Presenter: For this reason, in 1978 a trust was set up, the Alfred Beit Foundation which today administers Russborough…

Lady Beit: …quite frankly, to buy anything up to the standard of the rest of this very, very great collection, we would need to sell a picture, and I don’t honestly think that there is a picture that we particularly want to sell.

Sir Alfred Beit: No, that’s true, we’ve done all that you see.

Lady Beit: We’ve done all that.

Sir Alfred Beit: It’s very nice when you’ve got something you want to sell which is going to fetch a decent amount of money, you can buy something of the equivalent with the proceeds, but …we’ve done the weeding out, and frankly there’s little or nothing that I would like to get rid of now however much I might like to buy something else.

Lady Beit: I think that’s a very important point: we really don’t want to sell anything. After all, the whole object of what we’ve done here at Russborough, opening to the public and that kind of thing and why we’ve done it is to try and keep the collection as it is in the house.

Sir Alfred Beit: Intact!

Lady Beit: Intact.

(end of extract)

Betrayal of Trust: the Sale of the Beit Paintings

Portrait of a bearded man, Peter Paul Rubens (1577-1640)

Portrait of a bearded man, Peter Paul Rubens (1577-1640)

There’s no question that the proposed sale of paintings from the Beit Collection at Russborough House next month at Christie’s may constitute the greatest loss of art to Ireland in this lifetime. Many in Ireland’s art history and museum community have decried the sale, the manner in which the paintings have already been exported out of the country, and the lack of proper public debate on the issue. My department (the School of Art History & Cultural Policy) last week published a letter to the Irish Times calling for the sale to be halted — and we are joined in our protest by the Irish Arts Review, Irish Museums Association, Irish Georgian Society, and An Taisce (links are all to separate appeals by each of these organisations).

Today we share details of a public press event addressing the forthcoming sale and urging immediate action:

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As part of ongoing efforts to stop the sale of paintings from the historic Beit collection, and to discuss alternative plans for funding Russborough, a press conference has been organised by the School of Art History & Cultural Policy (UCD), the Irish Georgian Society, and An Taisce.

It will take place in Tailors’ Hall, Back Lane, Dublin 8, on Wednesday, 17 June, at 3 pm. Among the speakers will be Ian Lumley (An Taisce), Dr John Loughman (UCD), Dr Michael Ryan (former Director, Chester Beatty Library), and a representative of the Irish Georgian Society.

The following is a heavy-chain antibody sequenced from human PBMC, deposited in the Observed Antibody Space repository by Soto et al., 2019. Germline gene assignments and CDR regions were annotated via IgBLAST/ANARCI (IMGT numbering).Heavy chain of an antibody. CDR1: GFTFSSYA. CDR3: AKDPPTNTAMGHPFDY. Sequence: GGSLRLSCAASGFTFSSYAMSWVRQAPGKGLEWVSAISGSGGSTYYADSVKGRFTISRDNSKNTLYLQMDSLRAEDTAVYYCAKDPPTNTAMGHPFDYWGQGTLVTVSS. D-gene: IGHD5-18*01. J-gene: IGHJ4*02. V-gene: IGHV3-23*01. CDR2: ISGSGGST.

As a result of a remarkable act of generosity, one of the greatest of all private collections of Old Master paintings, formed in England by a German entrepreneur whose fortune was made in South Africa, has come to rest in Ireland. In 1976 Sir Alfred Beit, Bart., set up the Foundation which bears his name to ensure that his collection remains in perpetuity in the magnificent setting of Russborough at the foot of the Wicklow Hills.

These are the words of Professor Christopher Brown (former Director of the Ashmolean Museum, Oxford), writing in 1984. Three years later Sir Alfred and Lady Clementine Beit decided to bequeath seventeen of the most important paintings from their collection to the National Gallery of Ireland (NGI), while the kernel of their collection (30-40 pictures) remained at Russborough. It was hoped that the NGI paintings could occasionally be exhibited, with the rest of the historic Beit collection, at Russborough.

Sadly, recent actions by the Alfred Beit Foundation (ABF) have betrayed both the legacy of the Beits’ extraordinary benevolence to their adopted country and the trust invested in the Foundation by the Irish people to care for this collection. On 9 July six magnificent paintings, including two works by Peter Paul Rubens, will be sold by the ABF at Christie’s, London. Two 19th-century British landscapes and a drawing by Francois Boucher have been consigned to other sales to be held in June and July by the same auction house. In addition, an architectural painting by Jacques de Lajoüe (1687-1761), which had hung together with its pair in the Saloon at Russborough until last year, was apparently sold to a private individual by the ABF for a reported sum of €500,000. These recent sales, or proposed sales, are the latest in the liquidation of what the ABF has called “non-core assets”. In 2006 and 2013 the ABF disposed of collections of Italian Renaissance sculpture and Chinese porcelain.

The sale of these paintings will be an immeasurable loss to the national cultural patrimony. While some of these artists are represented in the National Gallery of Ireland, most of the paintings going under the hammer are either better in quality or are of a different type to those in our national collections. The ABF’s decision will also take us further away from Sir Alfred Beit’s aim in establishing his foundation in 1976, and opening the doors of Russborough to the public two years later – to make the house and its contents a centre for the study and appreciation of the fine arts in Ireland.

It is not too late to halt the sale and to consider other models of funding for Russborough House.

For further details, please email arthistory.culturalpolicy@ucd.ie